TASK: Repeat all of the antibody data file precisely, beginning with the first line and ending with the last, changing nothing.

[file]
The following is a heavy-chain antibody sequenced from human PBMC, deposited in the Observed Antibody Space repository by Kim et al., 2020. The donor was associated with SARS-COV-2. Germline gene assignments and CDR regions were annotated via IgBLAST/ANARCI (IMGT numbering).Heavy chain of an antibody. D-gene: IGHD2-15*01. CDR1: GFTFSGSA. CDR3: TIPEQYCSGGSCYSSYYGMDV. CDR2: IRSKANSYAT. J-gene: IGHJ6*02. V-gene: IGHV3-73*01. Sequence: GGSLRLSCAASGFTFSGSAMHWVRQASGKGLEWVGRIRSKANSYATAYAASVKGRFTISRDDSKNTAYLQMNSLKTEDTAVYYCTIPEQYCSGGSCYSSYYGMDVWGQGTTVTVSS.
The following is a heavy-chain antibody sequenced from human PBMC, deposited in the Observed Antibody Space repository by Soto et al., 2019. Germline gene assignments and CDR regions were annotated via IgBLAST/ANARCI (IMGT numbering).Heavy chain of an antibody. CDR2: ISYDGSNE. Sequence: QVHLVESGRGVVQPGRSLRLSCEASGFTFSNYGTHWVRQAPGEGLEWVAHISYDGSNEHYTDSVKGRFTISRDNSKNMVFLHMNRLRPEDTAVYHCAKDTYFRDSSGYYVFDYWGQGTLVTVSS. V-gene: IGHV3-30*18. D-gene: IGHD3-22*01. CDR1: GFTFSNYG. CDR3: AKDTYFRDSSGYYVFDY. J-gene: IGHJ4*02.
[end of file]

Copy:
The following is a heavy-chain antibody sequenced from human PBMC, deposited in the Observed Antibody Space repository by Kim et al., 2020. The donor was associated with SARS-COV-2. Germline gene assignments and CDR regions were annotated via IgBLAST/ANARCI (IMGT numbering).Heavy chain of an antibody. D-gene: IGHD2-15*01. CDR1: GFTFSGSA. CDR3: TIPEQYCSGGSCYSSYYGMDV. CDR2: IRSKANSYAT. J-gene: IGHJ6*02. V-gene: IGHV3-73*01. Sequence: GGSLRLSCAASGFTFSGSAMHWVRQASGKGLEWVGRIRSKANSYATAYAASVKGRFTISRDDSKNTAYLQMNSLKTEDTAVYYCTIPEQYCSGGSCYSSYYGMDVWGQGTTVTVSS.
The following is a heavy-chain antibody sequenced from human PBMC, deposited in the Observed Antibody Space repository by Soto et al., 2019. Germline gene assignments and CDR regions were annotated via IgBLAST/ANARCI (IMGT numbering).Heavy chain of an antibody. CDR2: ISYDGSNE. Sequence: QVHLVESGRGVVQPGRSLRLSCEASGFTFSNYGTHWVRQAPGEGLEWVAHISYDGSNEHYTDSVKGRFTISRDNSKNMVFLHMNRLRPEDTAVYHCAKDTYFRDSSGYYVFDYWGQGTLVTVSS. V-gene: IGHV3-30*18. D-gene: IGHD3-22*01. CDR1: GFTFSNYG. CDR3: AKDTYFRDSSGYYVFDY. J-gene: IGHJ4*02.